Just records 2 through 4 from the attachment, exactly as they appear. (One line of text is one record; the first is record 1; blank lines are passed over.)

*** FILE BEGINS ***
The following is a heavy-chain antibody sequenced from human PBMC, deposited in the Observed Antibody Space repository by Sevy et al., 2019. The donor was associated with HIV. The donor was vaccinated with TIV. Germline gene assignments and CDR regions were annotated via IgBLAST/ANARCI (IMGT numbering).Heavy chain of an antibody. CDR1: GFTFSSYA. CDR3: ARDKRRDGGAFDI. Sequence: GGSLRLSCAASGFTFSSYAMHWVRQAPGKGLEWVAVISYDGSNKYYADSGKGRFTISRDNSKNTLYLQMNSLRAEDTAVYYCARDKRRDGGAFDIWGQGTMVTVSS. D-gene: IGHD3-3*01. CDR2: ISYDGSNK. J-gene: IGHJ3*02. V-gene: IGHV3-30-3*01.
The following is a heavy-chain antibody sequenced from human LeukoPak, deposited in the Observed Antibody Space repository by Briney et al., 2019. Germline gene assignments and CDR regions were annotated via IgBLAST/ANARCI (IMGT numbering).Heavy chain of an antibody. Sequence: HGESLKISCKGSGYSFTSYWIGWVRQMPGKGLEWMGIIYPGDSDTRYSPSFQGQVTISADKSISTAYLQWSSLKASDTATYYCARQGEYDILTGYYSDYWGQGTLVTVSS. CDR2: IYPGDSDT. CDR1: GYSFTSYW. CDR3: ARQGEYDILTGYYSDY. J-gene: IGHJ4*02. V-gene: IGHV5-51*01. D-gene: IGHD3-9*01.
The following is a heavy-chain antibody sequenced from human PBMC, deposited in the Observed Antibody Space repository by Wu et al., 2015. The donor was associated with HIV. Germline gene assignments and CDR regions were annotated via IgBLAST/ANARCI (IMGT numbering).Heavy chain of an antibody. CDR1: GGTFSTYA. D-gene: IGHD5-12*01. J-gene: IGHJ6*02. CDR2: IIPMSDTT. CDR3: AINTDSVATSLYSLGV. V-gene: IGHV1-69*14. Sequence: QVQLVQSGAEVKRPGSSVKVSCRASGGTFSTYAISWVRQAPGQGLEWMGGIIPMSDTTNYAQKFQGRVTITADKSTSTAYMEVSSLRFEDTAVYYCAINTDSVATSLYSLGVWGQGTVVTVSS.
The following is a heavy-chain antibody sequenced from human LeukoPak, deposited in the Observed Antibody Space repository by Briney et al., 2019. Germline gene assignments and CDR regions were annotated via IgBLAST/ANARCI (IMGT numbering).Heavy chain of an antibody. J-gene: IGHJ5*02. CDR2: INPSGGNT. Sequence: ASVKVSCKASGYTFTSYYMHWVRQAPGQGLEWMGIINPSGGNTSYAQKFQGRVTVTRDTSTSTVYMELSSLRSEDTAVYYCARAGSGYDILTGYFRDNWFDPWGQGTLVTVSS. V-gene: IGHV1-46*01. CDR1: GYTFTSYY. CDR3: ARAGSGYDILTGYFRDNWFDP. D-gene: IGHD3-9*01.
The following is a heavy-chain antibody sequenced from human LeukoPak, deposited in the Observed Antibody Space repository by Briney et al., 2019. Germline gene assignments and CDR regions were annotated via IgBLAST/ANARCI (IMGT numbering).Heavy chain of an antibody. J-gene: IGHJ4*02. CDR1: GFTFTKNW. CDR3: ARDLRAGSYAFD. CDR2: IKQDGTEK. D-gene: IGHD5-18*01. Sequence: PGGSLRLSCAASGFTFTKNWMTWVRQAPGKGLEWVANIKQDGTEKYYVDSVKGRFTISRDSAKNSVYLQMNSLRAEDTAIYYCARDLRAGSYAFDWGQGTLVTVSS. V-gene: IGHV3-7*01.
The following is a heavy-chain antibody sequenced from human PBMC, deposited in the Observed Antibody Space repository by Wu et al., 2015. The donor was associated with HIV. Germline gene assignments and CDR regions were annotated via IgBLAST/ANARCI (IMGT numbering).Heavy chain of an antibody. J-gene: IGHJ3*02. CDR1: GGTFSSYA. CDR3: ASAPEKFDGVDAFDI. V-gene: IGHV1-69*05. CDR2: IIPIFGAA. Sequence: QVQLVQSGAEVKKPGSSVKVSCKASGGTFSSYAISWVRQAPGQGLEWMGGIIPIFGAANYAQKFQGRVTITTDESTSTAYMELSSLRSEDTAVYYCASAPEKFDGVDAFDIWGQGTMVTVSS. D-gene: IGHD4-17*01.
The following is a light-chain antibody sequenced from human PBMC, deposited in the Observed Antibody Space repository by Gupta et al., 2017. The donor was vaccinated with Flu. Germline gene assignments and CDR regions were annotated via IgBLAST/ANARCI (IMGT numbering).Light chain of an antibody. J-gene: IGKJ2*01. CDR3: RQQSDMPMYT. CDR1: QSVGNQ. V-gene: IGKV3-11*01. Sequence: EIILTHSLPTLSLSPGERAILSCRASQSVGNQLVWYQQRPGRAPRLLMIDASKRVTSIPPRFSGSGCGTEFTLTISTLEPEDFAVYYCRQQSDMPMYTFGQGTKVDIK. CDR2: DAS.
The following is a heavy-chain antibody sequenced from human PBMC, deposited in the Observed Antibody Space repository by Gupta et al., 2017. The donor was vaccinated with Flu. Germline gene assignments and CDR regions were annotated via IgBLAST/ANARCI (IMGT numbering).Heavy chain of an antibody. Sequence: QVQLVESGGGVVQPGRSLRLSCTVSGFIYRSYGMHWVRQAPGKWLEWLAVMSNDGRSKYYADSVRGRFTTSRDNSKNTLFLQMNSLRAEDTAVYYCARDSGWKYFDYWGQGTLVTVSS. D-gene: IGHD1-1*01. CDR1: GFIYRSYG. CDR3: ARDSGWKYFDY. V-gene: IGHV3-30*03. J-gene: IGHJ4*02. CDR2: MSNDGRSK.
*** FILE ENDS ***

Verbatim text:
The following is a heavy-chain antibody sequenced from human LeukoPak, deposited in the Observed Antibody Space repository by Briney et al., 2019. Germline gene assignments and CDR regions were annotated via IgBLAST/ANARCI (IMGT numbering).Heavy chain of an antibody. Sequence: HGESLKISCKGSGYSFTSYWIGWVRQMPGKGLEWMGIIYPGDSDTRYSPSFQGQVTISADKSISTAYLQWSSLKASDTATYYCARQGEYDILTGYYSDYWGQGTLVTVSS. CDR2: IYPGDSDT. CDR1: GYSFTSYW. CDR3: ARQGEYDILTGYYSDY. J-gene: IGHJ4*02. V-gene: IGHV5-51*01. D-gene: IGHD3-9*01.
The following is a heavy-chain antibody sequenced from human PBMC, deposited in the Observed Antibody Space repository by Wu et al., 2015. The donor was associated with HIV. Germline gene assignments and CDR regions were annotated via IgBLAST/ANARCI (IMGT numbering).Heavy chain of an antibody. CDR1: GGTFSTYA. D-gene: IGHD5-12*01. J-gene: IGHJ6*02. CDR2: IIPMSDTT. CDR3: AINTDSVATSLYSLGV. V-gene: IGHV1-69*14. Sequence: QVQLVQSGAEVKRPGSSVKVSCRASGGTFSTYAISWVRQAPGQGLEWMGGIIPMSDTTNYAQKFQGRVTITADKSTSTAYMEVSSLRFEDTAVYYCAINTDSVATSLYSLGVWGQGTVVTVSS.
The following is a heavy-chain antibody sequenced from human LeukoPak, deposited in the Observed Antibody Space repository by Briney et al., 2019. Germline gene assignments and CDR regions were annotated via IgBLAST/ANARCI (IMGT numbering).Heavy chain of an antibody. J-gene: IGHJ5*02. CDR2: INPSGGNT. Sequence: ASVKVSCKASGYTFTSYYMHWVRQAPGQGLEWMGIINPSGGNTSYAQKFQGRVTVTRDTSTSTVYMELSSLRSEDTAVYYCARAGSGYDILTGYFRDNWFDPWGQGTLVTVSS. V-gene: IGHV1-46*01. CDR1: GYTFTSYY. CDR3: ARAGSGYDILTGYFRDNWFDP. D-gene: IGHD3-9*01.